I’ve been wondering for a while now what direction to take these blogs in. It’s a lot of fun to write about where the band and I are, where we’ve been and what’s been happening, but I start to get a little restless with anything after a bit. Surely there is so much else to write about. But what?
Someone comes up to me every couple of shows and asks me a question about music and the music business. Each time it jogs my memory and I tell myself, “Someday I want to write a little about this,” then I go back to whatever else it is I’m doing and promptly forget all about it until the next time someone comes up to me and asks a similar question.
So, sitting here at 8:30 in the morning in a coffee shop in Bristol, England, I’d like to inaugurate a new set of blogs for Book of Jubilations. These will be a series of writings on making music, making a living in music, and whatever else comes to my mind that I think is important about making a life in music.
When I was getting started I read a lot of books about making a living in the music business. I suppose the purpose of reading them was to build the confidence to go out and do it on my own. To that end they succeeded, however their usefulness - the actual informational content they proposed to offer - has been negligible in my career to the point of comedy. Why?
One major problem I have with many music business books is that they leave out some of the most important stages of getting started at a career in music. Rather than begin at the beginning, with open mics, cold calls, mailing lists on notebook paper, they opt for the romance of several years down the road. “So You Wanna Make a Living in Music” books usually start at the stage when this very special person, a diamond in the rough, has already performed the music business equivalent of digging themselves out of the rough, traipsing into town to the jewelry store and selecting the finest ring setting to set themselves within. Rather than help with the early stuff, the books attempt to offer advice to this very special diamond, currently twinkling nightly at small arenas around the country.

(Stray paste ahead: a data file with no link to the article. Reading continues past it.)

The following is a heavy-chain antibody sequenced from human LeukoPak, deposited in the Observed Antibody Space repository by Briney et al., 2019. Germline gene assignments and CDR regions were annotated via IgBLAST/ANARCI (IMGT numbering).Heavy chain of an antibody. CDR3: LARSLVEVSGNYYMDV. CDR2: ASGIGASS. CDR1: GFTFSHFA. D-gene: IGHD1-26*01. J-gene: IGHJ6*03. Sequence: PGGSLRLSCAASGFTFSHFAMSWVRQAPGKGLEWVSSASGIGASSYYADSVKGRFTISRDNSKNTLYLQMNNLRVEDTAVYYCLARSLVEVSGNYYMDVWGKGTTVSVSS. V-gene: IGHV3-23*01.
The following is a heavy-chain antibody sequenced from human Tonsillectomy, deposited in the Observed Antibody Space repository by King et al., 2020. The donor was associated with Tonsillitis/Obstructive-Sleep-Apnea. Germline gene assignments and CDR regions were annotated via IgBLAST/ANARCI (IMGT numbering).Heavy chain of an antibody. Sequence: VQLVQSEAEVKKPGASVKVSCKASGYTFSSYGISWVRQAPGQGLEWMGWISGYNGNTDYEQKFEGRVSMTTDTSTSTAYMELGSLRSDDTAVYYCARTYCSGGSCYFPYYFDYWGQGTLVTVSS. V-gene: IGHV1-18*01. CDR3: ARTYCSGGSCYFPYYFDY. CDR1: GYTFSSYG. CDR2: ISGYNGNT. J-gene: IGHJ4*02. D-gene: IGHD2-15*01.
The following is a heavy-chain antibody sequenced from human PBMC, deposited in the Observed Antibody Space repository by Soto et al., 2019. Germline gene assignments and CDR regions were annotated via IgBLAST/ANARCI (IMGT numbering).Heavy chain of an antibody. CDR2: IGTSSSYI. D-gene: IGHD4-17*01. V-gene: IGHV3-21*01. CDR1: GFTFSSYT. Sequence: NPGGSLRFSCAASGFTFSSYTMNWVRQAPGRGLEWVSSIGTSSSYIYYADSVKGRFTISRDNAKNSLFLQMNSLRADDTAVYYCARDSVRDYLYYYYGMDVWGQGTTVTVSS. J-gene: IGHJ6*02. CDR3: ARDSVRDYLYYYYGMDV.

The other major problem for me is that the books are dry and inelastic. Listen, I’m not going to spend any time on this blog telling you about how to brand yourself on Facebook or Spotify or any of the million other music and social networking sites that beckon to you from the darkened doorways of the internet. You can find all that yourself, and you will. In fact, you probably already have. And anyway, can you imagine reading a book about that stuff? Now try to imagine reading a fifty-page chapter on collecting royalties. This is certainly important stuff, but I would like to suggest that before you get too deeply into arcana, you have a bit of perspective on the art you’re making, your reasons for making it, and the people who can help you survive to make more.
It’s hard to get good advice about making a life in music. Like many a great song, making a living in music is like fumbling around in a dark room until you somehow trip over the chorus. There is no right way, no wrong way and plenty of shortcuts that lead nowhere. This is why the books don’t necessarily help and why it is imperative to understand that advice from anyone, be it friends, enemies, grandparents or me, is only advice and we should always salt our advice well before eating.
Hunter S. Thompson famously described the music business as “a cruel and shallow money trench, a long plastic hallway where thieves and pimps run free, and good men die like dogs. There’s also a negative side.” This quote, while hilarious when it comes from Hunter S. Thompson, is less so when memorized and dashed off ad nauseum by schmucks at parties.
Here’s a riposte.
I prefer not to imagine what my life would be like without music. I prefer not to imagine my closest friends in the occupations they might have if they didn’t love music to the point of tears and folly. Making music, and the business of making music is a long strange trip, the kind I’d call a calling. It is as hard as any other job, and as dangerous. It’s also complex, driven by all the deep, weird compulsions that cause people to do precisely the ridiculous things that everyone tells them they shouldn’t do. And it’s populated by strange characters who, thankfully for their own sakes were born with a love of music so intense that it helped them survive their early life and continue on to bring music into the world in whatever capacity they can.
In this series, I’d like to describe some aspects of making music. If I’m even a little successful, I hope that questions can be answered and other people will be encouraged to take the plunge they’ve wanted to take with some idea of the nature of the plunge they are taking.
One final note. I’m just getting started on this idea. I have no real idea of where it will go. I’m open to whatever comments or questions you might have. Please write in with anything. And thank you for everything. This will be fun!
The first installment, coming soon, is upliftingly entitled, “We’re All Gonna Die.”